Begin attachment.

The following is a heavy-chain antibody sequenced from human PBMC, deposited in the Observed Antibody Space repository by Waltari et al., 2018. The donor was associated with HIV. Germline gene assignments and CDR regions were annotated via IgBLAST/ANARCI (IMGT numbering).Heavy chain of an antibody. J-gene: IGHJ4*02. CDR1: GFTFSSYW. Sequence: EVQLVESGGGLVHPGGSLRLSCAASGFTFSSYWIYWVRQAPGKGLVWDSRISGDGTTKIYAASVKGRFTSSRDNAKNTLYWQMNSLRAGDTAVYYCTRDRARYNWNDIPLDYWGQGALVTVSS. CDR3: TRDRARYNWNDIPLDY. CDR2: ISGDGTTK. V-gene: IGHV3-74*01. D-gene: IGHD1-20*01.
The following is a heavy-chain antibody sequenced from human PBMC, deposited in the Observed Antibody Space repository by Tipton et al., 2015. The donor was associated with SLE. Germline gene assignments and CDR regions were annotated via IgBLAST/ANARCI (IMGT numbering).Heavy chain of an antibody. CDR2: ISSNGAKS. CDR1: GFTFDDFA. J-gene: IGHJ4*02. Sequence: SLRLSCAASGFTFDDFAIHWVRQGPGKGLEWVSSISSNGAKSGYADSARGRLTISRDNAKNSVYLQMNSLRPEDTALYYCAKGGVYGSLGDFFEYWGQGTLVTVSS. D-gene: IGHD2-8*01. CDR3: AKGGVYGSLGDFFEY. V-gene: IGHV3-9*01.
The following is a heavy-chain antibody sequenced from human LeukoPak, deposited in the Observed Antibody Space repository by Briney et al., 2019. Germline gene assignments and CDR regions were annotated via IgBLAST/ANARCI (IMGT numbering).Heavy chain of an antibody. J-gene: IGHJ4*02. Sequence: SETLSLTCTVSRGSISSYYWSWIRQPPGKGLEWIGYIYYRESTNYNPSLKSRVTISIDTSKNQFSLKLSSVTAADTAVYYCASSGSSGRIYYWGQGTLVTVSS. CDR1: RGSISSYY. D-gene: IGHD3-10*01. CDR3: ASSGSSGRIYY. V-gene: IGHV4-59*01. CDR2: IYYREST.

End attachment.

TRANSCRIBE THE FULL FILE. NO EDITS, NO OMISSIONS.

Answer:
The following is a heavy-chain antibody sequenced from human PBMC, deposited in the Observed Antibody Space repository by Waltari et al., 2018. The donor was associated with HIV. Germline gene assignments and CDR regions were annotated via IgBLAST/ANARCI (IMGT numbering).Heavy chain of an antibody. J-gene: IGHJ4*02. CDR1: GFTFSSYW. Sequence: EVQLVESGGGLVHPGGSLRLSCAASGFTFSSYWIYWVRQAPGKGLVWDSRISGDGTTKIYAASVKGRFTSSRDNAKNTLYWQMNSLRAGDTAVYYCTRDRARYNWNDIPLDYWGQGALVTVSS. CDR3: TRDRARYNWNDIPLDY. CDR2: ISGDGTTK. V-gene: IGHV3-74*01. D-gene: IGHD1-20*01.
The following is a heavy-chain antibody sequenced from human PBMC, deposited in the Observed Antibody Space repository by Tipton et al., 2015. The donor was associated with SLE. Germline gene assignments and CDR regions were annotated via IgBLAST/ANARCI (IMGT numbering).Heavy chain of an antibody. CDR2: ISSNGAKS. CDR1: GFTFDDFA. J-gene: IGHJ4*02. Sequence: SLRLSCAASGFTFDDFAIHWVRQGPGKGLEWVSSISSNGAKSGYADSARGRLTISRDNAKNSVYLQMNSLRPEDTALYYCAKGGVYGSLGDFFEYWGQGTLVTVSS. D-gene: IGHD2-8*01. CDR3: AKGGVYGSLGDFFEY. V-gene: IGHV3-9*01.
The following is a heavy-chain antibody sequenced from human LeukoPak, deposited in the Observed Antibody Space repository by Briney et al., 2019. Germline gene assignments and CDR regions were annotated via IgBLAST/ANARCI (IMGT numbering).Heavy chain of an antibody. J-gene: IGHJ4*02. Sequence: SETLSLTCTVSRGSISSYYWSWIRQPPGKGLEWIGYIYYRESTNYNPSLKSRVTISIDTSKNQFSLKLSSVTAADTAVYYCASSGSSGRIYYWGQGTLVTVSS. CDR1: RGSISSYY. D-gene: IGHD3-10*01. CDR3: ASSGSSGRIYY. V-gene: IGHV4-59*01. CDR2: IYYREST.